Modesty is not always the best policy
Having come of age in print journalism (I know, so prehistoric) I always assume PRs value the power of my praise in a magazine or a paper over any post or Tweet.
I tend to place value in the brands I work for, rather than my own brand. I always think that a glowing review in The Sunday Telegraph (circ 350K) or Red (circ 175K) is preferable to me and my (almost, very nearly) 6K Instagram followers. Obviously I know that if someone has 20/30/50+K followers that’s different. But me?
But then I noticed that when I posted PRs thanked me. Quite profusely.
And my followers seem really engaged and trusting. It made me realise it really is worth my time and effort trying to arrange products in a nice still life or post pictures of my recent spa visit and think up the appropriate witticisms to go alongside them. (All time consuming. The former because of the dreaded rolling situ. The latter because words don’t come fast enough).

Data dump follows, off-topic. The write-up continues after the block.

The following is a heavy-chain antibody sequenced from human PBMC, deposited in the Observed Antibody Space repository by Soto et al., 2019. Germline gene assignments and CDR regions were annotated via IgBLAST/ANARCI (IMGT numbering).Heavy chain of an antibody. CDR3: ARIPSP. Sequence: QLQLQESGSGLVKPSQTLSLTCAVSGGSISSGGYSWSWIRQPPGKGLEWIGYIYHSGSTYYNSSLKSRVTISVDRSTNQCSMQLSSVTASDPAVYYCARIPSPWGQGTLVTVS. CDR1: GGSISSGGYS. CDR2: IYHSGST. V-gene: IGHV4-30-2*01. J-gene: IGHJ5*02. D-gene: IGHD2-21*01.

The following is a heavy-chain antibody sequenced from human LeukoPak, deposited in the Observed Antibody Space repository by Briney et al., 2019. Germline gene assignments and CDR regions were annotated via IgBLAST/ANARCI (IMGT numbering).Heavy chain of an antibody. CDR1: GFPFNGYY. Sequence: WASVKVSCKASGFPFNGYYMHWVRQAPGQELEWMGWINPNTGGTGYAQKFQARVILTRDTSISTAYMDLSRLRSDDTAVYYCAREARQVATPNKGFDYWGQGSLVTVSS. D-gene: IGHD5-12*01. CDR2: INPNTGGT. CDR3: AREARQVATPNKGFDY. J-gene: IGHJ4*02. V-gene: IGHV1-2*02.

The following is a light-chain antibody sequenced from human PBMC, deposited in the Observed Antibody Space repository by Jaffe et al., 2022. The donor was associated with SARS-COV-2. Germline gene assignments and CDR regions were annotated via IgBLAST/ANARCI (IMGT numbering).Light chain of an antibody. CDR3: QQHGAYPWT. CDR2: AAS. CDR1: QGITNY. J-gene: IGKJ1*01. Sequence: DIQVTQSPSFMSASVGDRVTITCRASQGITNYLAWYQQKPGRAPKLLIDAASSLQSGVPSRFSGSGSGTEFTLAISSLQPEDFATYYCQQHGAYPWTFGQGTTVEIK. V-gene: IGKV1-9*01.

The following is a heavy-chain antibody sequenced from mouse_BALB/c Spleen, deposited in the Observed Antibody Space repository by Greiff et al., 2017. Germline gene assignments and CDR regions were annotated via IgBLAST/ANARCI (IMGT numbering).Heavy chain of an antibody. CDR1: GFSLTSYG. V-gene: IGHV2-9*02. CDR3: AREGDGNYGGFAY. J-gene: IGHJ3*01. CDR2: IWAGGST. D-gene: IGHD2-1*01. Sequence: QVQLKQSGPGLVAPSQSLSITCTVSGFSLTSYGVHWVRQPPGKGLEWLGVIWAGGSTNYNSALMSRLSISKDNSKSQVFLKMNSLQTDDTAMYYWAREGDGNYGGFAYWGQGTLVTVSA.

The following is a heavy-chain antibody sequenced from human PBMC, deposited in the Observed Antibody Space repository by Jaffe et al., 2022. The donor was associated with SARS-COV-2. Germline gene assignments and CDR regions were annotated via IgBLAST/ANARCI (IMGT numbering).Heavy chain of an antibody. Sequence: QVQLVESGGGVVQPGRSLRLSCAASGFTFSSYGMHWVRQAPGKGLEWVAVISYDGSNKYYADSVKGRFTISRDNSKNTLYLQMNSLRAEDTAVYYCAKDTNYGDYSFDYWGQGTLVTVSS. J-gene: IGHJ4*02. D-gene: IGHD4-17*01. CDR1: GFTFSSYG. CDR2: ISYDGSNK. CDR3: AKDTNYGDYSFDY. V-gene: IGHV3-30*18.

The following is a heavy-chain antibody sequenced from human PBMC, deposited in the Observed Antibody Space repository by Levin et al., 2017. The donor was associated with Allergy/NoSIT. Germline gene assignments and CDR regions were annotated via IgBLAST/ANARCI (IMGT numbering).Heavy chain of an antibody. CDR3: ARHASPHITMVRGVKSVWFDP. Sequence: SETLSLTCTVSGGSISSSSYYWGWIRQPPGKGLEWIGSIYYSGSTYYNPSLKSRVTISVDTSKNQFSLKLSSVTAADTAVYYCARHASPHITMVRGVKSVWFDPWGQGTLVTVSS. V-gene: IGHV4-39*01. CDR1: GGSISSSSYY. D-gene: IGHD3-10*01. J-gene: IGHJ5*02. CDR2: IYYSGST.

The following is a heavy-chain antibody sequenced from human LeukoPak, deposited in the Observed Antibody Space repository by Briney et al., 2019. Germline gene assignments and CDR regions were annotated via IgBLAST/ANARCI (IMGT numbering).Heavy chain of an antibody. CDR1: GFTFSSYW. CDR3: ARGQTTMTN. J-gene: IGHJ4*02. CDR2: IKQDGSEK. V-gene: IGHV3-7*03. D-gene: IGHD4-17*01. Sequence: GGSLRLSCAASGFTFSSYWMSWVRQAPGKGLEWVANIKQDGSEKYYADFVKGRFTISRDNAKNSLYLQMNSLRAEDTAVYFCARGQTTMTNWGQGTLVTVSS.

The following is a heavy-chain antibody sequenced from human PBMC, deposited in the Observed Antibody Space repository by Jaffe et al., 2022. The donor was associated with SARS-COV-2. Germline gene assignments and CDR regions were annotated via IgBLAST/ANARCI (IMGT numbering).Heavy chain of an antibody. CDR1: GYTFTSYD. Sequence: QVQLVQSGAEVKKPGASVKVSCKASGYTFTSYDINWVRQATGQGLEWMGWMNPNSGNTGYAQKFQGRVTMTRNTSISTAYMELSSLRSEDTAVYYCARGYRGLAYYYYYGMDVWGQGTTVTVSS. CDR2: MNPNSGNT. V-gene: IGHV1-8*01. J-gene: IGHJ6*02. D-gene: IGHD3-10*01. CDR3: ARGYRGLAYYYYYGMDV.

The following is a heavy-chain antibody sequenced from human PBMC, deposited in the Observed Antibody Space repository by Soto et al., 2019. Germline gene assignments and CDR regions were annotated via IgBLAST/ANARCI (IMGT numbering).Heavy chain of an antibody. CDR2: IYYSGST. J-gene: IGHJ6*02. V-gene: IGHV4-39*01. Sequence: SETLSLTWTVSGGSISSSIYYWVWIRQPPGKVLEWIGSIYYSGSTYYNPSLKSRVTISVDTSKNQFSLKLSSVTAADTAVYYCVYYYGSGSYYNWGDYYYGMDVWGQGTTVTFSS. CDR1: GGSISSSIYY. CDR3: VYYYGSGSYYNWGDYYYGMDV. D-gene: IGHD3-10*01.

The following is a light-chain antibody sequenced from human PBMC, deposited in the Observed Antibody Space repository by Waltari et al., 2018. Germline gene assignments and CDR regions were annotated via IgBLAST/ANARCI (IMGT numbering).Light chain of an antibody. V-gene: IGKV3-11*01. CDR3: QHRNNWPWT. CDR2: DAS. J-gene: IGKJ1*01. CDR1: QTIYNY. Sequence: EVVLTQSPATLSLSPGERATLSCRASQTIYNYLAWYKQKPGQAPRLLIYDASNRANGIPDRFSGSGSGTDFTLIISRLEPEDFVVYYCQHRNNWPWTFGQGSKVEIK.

I’m assuming PRs like the power of the direct and the personal and the fact that quite a few of my industry friends are influential. (I even cringe writing that).
So I guess what I’m trying to say is, don’t assume a journalist knows you would ultimately like a post from your send out/press trip/dinner. You might need to tell them, their social matters to you.
Onto another self esteem issue. Sometimes I think we’re all guilty of assuming a person won’t want to hear from us ‘so I won’t e-mail/call/camp outside their office’ (okay don’t do the latter).
The reality is if they’re too busy/not bothered they can bat you off or not reply. I try to answer e-mails but if they are not relevant or a send all, I sometimes don’t. But I certainly don’t begrudge the person sending it. And every so often I bite and a beautiful feature is conceived.
I truly believe that what you send out into the universe you get back. This is equally true for PRs and hacks. If ten e-mails elicit one response, then that’s success in my book.